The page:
If you say you are sick, you better be sick! The Labour Appeal Court addresses the CCMA’s lenient approach to dishonesty

In Woolworths (Pty) Ltd v Commission for Conciliation, Mediation and Arbitration and Others (PA12/2020) [2021] ZALAC 49 (10 December 2021), the Labour Appeal Court considered the consequences that flow from an employee being “too sick” to attend work, but well enough to attend a rugby match, all while enjoying the benefit of paid sick leave.

17 Jan 2022 4 min read Employment Law Alert Article

At a glance

  • The Labour Appeal Court (LAC) considered a case where an employee was too sick to work but attended a rugby match while on paid sick leave.
  • The employee was charged with gross misconduct, admitted to attending the rugby match, and was found guilty and dismissed.
  • The LAC found that the employee's dishonest conduct, attending the rugby match while claiming to be too ill, damaged the trust relationship and justified the dismissal. The judgment emphasizes the importance of honesty and integrity in maintaining the employer-employee trust relationship.

On 9 June 2018, the employee, a Mr Alexander, informed his manager that he was unable to attend work because he was too ill. On the same day, during working hours, he travelled from Jeffreys Bay to Port Elizabeth to attend a rugby match with his father. This is a trip of about 1 hour. Incidentally, the employee would only have had to travel 20 minutes to get to work, which he allegedly was too ill to do. When Alexander returned to work the next day, his manager asked him where he had been on the previous day. He admitted that he had been to a rugby match but, in his defence, stated that he had recovered from his illness before he attended the rugby match.

Alexander was charged with gross misconduct and subjected to a disciplinary hearing for breaching company policies and procedures by abusing authorised sick leave, for which he had been paid. He was found guilty of the allegation and dismissed. Alexander referred an unfair dismissal dispute to the Commission for Conciliation, Mediation and Arbitration (CCMA).

The CCMA arbitrator found that Alexander’s dismissal was procedurally and substantively unfair and reinstated him with full backpay. The arbitrator concluded that Alexander was not charged with dishonesty therefore the trust relationship had not been broken. Furthermore, Alexander did not try to hide the fact that he attended a rugby match while he was on sick leave. In addition, the arbitrator found that no evidence had been led about any previous warnings that were issued to Alexander in this regard.

The company launched a review application of the award. On review the Labour Court disagreed with the arbitrator’s decision on procedural unfairness, but agreed that Alexander’s dismissal was substantively unfair. In support of its decision, the Labour Court considered that the company had failed to prove that Alexander acted dishonestly or that there was a policy in place that required an employee who had been booked off sick to report for duty when his condition had improved.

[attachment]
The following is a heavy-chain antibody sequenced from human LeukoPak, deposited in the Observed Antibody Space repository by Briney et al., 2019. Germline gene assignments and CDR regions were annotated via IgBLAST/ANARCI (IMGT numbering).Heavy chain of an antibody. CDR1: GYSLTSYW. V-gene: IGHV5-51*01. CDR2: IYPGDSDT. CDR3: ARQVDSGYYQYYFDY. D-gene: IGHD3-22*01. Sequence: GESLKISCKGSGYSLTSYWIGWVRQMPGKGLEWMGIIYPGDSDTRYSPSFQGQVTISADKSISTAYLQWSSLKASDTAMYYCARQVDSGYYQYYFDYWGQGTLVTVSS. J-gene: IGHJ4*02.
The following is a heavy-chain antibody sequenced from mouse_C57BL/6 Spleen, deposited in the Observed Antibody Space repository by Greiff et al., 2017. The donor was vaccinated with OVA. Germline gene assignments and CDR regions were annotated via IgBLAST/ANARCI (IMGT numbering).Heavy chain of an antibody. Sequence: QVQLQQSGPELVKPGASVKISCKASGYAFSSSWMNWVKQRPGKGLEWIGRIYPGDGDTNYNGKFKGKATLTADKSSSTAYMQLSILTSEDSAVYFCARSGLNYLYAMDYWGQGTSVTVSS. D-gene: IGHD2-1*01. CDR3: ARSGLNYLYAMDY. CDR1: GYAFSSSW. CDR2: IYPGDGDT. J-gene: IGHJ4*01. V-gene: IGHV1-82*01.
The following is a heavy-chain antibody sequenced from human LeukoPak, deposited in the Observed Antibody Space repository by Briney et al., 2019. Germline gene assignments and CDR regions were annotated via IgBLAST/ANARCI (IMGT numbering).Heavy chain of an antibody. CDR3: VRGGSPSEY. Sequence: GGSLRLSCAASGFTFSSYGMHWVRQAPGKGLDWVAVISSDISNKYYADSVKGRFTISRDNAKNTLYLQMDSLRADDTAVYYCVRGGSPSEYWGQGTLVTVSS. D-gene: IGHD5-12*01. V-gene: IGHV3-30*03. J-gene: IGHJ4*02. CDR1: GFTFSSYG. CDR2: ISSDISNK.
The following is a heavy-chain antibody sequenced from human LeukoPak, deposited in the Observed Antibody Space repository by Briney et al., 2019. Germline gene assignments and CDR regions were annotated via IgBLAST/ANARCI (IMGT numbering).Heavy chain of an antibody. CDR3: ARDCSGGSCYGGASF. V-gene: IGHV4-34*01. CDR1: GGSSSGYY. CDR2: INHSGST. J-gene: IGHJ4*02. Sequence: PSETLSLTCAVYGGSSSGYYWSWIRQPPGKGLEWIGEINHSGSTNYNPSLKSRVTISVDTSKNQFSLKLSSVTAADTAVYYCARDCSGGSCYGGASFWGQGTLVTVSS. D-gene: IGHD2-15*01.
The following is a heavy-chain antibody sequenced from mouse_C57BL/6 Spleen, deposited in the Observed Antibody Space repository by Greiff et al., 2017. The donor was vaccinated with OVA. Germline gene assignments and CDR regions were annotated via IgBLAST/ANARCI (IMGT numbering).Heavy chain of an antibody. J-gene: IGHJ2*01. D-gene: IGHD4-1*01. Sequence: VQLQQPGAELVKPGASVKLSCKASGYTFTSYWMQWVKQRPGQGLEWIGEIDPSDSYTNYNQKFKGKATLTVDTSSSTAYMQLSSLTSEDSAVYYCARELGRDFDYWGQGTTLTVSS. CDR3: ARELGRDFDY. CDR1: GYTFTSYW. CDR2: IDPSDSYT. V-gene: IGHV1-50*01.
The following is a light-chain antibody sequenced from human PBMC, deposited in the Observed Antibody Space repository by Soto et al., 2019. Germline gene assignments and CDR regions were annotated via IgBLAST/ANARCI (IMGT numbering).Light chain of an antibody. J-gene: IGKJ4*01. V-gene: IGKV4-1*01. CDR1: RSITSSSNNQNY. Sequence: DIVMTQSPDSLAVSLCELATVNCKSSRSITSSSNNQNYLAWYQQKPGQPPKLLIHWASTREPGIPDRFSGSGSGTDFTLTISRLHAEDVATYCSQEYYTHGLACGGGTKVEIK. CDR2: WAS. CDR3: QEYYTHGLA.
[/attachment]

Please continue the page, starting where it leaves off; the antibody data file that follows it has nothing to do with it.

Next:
The company appealed the Labour Court’s decision. The Labour Appeal Court (LAC) considered the allegation against Alexander. He had been charged with gross misconduct, essentially for abusing sick leave. Alexander had admitted in cross examination that it was not honest of him to be paid for that portion of the day that he attended the rugby match. He had also admitted that that his conduct did not set a good example for his subordinates. The LAC found that while Alexander was not specifically charged with dishonesty, “manifestly, [he] acted dishonestly in absenting himself from work on the basis that he was too ill to perform his duties but then travelled for at least an hour to support his local rugby team, knowing full well that he would be paid for the day”. The LAC found that in the arbitrator’s finding there had been no dishonesty which was clearly reviewable, even if the standard for review were so onerous that an award could only be set aside on the basis of an egregious error. The court found that in this case the arbitrator had in fact committed an egregious error, which had been repeated in the Labour Court.

In considering the arbitrator’s order of reinstatement, on the basis that Alexander’s conduct did not render a continued employment relationship impossible, the LAC found that “this lenient approach to dishonesty cannot be countenanced”. Alexander was employed in a relatively senior position, he confirmed that his behaviour was not a good example for his subordinates, and he was “palpably” dishonest in that he expected to get away with enjoying a rugby match while enjoying the benefit of paid sick leave. It was this dishonest conduct that negatively damaged the trust relationship. The LAC found further that it was manifestly justifiable for the company to adopt the approach that Alexander was required to act with integrity and abide by the company’s policies, procedures and codes. The LAC found that it was clear that the trust relationship had broken down and that dismissal was the appropriate sanction.

This judgment is to be welcomed. It sends a message to Commissioners of the CCMA that they should not take an overly technical approach to the allegations against an employee and that they should adopt a ‘common sense’ approach in considering the true impact of an employee’s misconduct on the trust relationship. Employees are required to conduct themselves with the utmost honesty and integrity in their dealings with their employer. Where the trust relationship is broken a continued employment relationship is simply untenable.

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